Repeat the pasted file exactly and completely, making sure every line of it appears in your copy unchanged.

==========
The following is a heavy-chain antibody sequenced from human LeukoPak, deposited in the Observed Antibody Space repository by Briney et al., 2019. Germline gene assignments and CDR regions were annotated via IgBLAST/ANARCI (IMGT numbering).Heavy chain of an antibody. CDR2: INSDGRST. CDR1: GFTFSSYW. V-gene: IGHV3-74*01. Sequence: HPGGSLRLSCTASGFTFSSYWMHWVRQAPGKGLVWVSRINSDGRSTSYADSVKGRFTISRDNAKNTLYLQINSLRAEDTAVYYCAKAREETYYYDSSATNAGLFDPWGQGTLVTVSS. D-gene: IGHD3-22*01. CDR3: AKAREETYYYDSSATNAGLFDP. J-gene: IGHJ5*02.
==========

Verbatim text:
The following is a heavy-chain antibody sequenced from human LeukoPak, deposited in the Observed Antibody Space repository by Briney et al., 2019. Germline gene assignments and CDR regions were annotated via IgBLAST/ANARCI (IMGT numbering).Heavy chain of an antibody. CDR2: INSDGRST. CDR1: GFTFSSYW. V-gene: IGHV3-74*01. Sequence: HPGGSLRLSCTASGFTFSSYWMHWVRQAPGKGLVWVSRINSDGRSTSYADSVKGRFTISRDNAKNTLYLQINSLRAEDTAVYYCAKAREETYYYDSSATNAGLFDPWGQGTLVTVSS. D-gene: IGHD3-22*01. CDR3: AKAREETYYYDSSATNAGLFDP. J-gene: IGHJ5*02.